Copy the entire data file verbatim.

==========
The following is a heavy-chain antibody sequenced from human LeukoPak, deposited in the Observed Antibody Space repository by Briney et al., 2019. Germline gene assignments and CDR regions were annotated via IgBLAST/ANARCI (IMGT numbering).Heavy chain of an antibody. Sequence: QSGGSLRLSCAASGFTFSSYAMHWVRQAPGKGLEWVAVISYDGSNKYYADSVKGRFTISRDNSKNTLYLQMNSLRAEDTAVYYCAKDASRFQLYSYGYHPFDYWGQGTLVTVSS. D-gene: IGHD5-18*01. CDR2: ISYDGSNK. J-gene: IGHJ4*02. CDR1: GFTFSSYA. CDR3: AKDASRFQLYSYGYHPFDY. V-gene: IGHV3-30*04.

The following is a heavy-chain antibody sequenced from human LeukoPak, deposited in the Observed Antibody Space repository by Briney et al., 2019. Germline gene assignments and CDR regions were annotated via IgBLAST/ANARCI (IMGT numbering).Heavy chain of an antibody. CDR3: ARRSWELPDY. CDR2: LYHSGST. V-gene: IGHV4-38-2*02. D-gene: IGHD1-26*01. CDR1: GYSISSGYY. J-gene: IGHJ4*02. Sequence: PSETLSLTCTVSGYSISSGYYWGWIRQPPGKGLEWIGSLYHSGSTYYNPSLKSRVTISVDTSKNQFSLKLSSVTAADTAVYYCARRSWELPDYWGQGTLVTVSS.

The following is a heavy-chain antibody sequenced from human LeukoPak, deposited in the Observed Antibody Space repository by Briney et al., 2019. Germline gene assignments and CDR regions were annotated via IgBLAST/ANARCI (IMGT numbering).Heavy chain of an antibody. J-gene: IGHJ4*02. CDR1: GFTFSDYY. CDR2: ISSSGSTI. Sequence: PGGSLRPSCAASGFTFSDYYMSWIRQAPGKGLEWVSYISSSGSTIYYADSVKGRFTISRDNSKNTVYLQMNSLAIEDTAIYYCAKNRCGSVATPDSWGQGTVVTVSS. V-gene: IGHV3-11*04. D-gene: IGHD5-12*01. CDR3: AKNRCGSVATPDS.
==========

The following is a heavy-chain antibody sequenced from human LeukoPak, deposited in the Observed Antibody Space repository by Briney et al., 2019. Germline gene assignments and CDR regions were annotated via IgBLAST/ANARCI (IMGT numbering).Heavy chain of an antibody. Sequence: QSGGSLRLSCAASGFTFSSYAMHWVRQAPGKGLEWVAVISYDGSNKYYADSVKGRFTISRDNSKNTLYLQMNSLRAEDTAVYYCAKDASRFQLYSYGYHPFDYWGQGTLVTVSS. D-gene: IGHD5-18*01. CDR2: ISYDGSNK. J-gene: IGHJ4*02. CDR1: GFTFSSYA. CDR3: AKDASRFQLYSYGYHPFDY. V-gene: IGHV3-30*04.

The following is a heavy-chain antibody sequenced from human LeukoPak, deposited in the Observed Antibody Space repository by Briney et al., 2019. Germline gene assignments and CDR regions were annotated via IgBLAST/ANARCI (IMGT numbering).Heavy chain of an antibody. CDR3: ARRSWELPDY. CDR2: LYHSGST. V-gene: IGHV4-38-2*02. D-gene: IGHD1-26*01. CDR1: GYSISSGYY. J-gene: IGHJ4*02. Sequence: PSETLSLTCTVSGYSISSGYYWGWIRQPPGKGLEWIGSLYHSGSTYYNPSLKSRVTISVDTSKNQFSLKLSSVTAADTAVYYCARRSWELPDYWGQGTLVTVSS.

The following is a heavy-chain antibody sequenced from human LeukoPak, deposited in the Observed Antibody Space repository by Briney et al., 2019. Germline gene assignments and CDR regions were annotated via IgBLAST/ANARCI (IMGT numbering).Heavy chain of an antibody. J-gene: IGHJ4*02. CDR1: GFTFSDYY. CDR2: ISSSGSTI. Sequence: PGGSLRPSCAASGFTFSDYYMSWIRQAPGKGLEWVSYISSSGSTIYYADSVKGRFTISRDNSKNTVYLQMNSLAIEDTAIYYCAKNRCGSVATPDSWGQGTVVTVSS. V-gene: IGHV3-11*04. D-gene: IGHD5-12*01. CDR3: AKNRCGSVATPDS.